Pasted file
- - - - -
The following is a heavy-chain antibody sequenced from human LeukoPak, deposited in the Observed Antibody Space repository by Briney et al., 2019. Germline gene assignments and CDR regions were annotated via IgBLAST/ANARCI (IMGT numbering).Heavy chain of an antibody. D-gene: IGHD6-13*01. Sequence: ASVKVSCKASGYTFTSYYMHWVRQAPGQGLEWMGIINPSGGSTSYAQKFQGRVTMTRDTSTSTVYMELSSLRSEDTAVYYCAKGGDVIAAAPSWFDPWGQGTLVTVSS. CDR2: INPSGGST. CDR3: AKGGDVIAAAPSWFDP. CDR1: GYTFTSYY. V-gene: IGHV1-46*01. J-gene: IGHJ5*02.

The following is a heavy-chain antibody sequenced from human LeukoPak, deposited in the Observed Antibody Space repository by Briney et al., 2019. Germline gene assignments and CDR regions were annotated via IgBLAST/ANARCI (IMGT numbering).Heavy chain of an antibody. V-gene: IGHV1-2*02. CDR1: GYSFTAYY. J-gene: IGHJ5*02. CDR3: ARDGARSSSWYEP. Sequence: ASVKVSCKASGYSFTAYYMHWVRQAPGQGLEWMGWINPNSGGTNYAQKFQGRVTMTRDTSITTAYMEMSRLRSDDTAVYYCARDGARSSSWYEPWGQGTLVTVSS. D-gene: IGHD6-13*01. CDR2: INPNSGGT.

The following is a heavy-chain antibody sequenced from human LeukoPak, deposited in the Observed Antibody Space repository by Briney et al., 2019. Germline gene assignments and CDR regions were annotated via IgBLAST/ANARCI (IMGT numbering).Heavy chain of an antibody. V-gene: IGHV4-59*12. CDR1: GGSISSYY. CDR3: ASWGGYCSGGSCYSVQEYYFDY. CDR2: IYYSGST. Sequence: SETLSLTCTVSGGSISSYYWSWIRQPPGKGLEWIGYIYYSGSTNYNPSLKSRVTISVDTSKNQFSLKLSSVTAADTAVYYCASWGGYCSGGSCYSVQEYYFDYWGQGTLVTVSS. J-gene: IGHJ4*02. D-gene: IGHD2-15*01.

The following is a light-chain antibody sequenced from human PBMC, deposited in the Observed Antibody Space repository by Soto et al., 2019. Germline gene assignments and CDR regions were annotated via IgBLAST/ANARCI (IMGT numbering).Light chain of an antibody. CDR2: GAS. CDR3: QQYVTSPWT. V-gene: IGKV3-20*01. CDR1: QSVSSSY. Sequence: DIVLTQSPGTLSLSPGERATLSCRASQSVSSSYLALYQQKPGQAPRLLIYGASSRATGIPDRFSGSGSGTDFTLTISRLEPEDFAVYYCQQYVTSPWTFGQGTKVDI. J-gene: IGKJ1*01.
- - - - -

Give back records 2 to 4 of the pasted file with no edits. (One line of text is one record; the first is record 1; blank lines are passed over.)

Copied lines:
The following is a heavy-chain antibody sequenced from human LeukoPak, deposited in the Observed Antibody Space repository by Briney et al., 2019. Germline gene assignments and CDR regions were annotated via IgBLAST/ANARCI (IMGT numbering).Heavy chain of an antibody. V-gene: IGHV1-2*02. CDR1: GYSFTAYY. J-gene: IGHJ5*02. CDR3: ARDGARSSSWYEP. Sequence: ASVKVSCKASGYSFTAYYMHWVRQAPGQGLEWMGWINPNSGGTNYAQKFQGRVTMTRDTSITTAYMEMSRLRSDDTAVYYCARDGARSSSWYEPWGQGTLVTVSS. D-gene: IGHD6-13*01. CDR2: INPNSGGT.

The following is a heavy-chain antibody sequenced from human LeukoPak, deposited in the Observed Antibody Space repository by Briney et al., 2019. Germline gene assignments and CDR regions were annotated via IgBLAST/ANARCI (IMGT numbering).Heavy chain of an antibody. V-gene: IGHV4-59*12. CDR1: GGSISSYY. CDR3: ASWGGYCSGGSCYSVQEYYFDY. CDR2: IYYSGST. Sequence: SETLSLTCTVSGGSISSYYWSWIRQPPGKGLEWIGYIYYSGSTNYNPSLKSRVTISVDTSKNQFSLKLSSVTAADTAVYYCASWGGYCSGGSCYSVQEYYFDYWGQGTLVTVSS. J-gene: IGHJ4*02. D-gene: IGHD2-15*01.

The following is a light-chain antibody sequenced from human PBMC, deposited in the Observed Antibody Space repository by Soto et al., 2019. Germline gene assignments and CDR regions were annotated via IgBLAST/ANARCI (IMGT numbering).Light chain of an antibody. CDR2: GAS. CDR3: QQYVTSPWT. V-gene: IGKV3-20*01. CDR1: QSVSSSY. Sequence: DIVLTQSPGTLSLSPGERATLSCRASQSVSSSYLALYQQKPGQAPRLLIYGASSRATGIPDRFSGSGSGTDFTLTISRLEPEDFAVYYCQQYVTSPWTFGQGTKVDI. J-gene: IGKJ1*01.